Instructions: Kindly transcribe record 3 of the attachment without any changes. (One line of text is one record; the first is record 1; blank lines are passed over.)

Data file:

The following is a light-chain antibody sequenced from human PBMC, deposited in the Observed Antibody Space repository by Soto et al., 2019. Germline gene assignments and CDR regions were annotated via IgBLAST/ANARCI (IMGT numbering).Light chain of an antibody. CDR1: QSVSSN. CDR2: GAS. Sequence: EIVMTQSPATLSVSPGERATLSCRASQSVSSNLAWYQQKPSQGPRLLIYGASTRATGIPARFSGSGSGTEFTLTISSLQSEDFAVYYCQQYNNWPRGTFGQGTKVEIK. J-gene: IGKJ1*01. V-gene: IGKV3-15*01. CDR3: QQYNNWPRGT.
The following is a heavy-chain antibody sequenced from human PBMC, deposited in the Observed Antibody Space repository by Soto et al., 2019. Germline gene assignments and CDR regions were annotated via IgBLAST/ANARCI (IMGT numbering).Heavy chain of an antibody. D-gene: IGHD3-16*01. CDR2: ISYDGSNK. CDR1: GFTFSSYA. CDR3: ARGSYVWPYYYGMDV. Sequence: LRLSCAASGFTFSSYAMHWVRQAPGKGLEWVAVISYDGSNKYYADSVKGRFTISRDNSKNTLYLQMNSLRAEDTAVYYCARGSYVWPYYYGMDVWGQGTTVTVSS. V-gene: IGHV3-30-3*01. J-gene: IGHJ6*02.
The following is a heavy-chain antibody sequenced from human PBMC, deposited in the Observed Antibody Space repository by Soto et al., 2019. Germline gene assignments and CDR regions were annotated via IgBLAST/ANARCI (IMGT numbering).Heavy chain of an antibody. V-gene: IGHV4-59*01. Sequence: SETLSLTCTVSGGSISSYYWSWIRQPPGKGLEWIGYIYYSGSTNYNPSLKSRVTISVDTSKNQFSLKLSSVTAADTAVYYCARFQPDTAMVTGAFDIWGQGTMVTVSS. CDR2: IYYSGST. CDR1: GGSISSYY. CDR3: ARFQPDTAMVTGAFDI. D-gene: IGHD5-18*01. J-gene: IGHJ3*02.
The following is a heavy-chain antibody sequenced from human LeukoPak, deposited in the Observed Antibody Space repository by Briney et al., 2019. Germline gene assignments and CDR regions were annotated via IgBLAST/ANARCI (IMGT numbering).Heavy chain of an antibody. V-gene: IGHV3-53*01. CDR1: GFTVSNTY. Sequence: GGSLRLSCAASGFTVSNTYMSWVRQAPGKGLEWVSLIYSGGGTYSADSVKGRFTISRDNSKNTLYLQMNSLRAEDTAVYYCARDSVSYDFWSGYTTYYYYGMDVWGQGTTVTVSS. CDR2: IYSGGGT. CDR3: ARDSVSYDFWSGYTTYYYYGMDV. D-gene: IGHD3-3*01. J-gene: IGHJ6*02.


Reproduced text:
The following is a heavy-chain antibody sequenced from human PBMC, deposited in the Observed Antibody Space repository by Soto et al., 2019. Germline gene assignments and CDR regions were annotated via IgBLAST/ANARCI (IMGT numbering).Heavy chain of an antibody. V-gene: IGHV4-59*01. Sequence: SETLSLTCTVSGGSISSYYWSWIRQPPGKGLEWIGYIYYSGSTNYNPSLKSRVTISVDTSKNQFSLKLSSVTAADTAVYYCARFQPDTAMVTGAFDIWGQGTMVTVSS. CDR2: IYYSGST. CDR1: GGSISSYY. CDR3: ARFQPDTAMVTGAFDI. D-gene: IGHD5-18*01. J-gene: IGHJ3*02.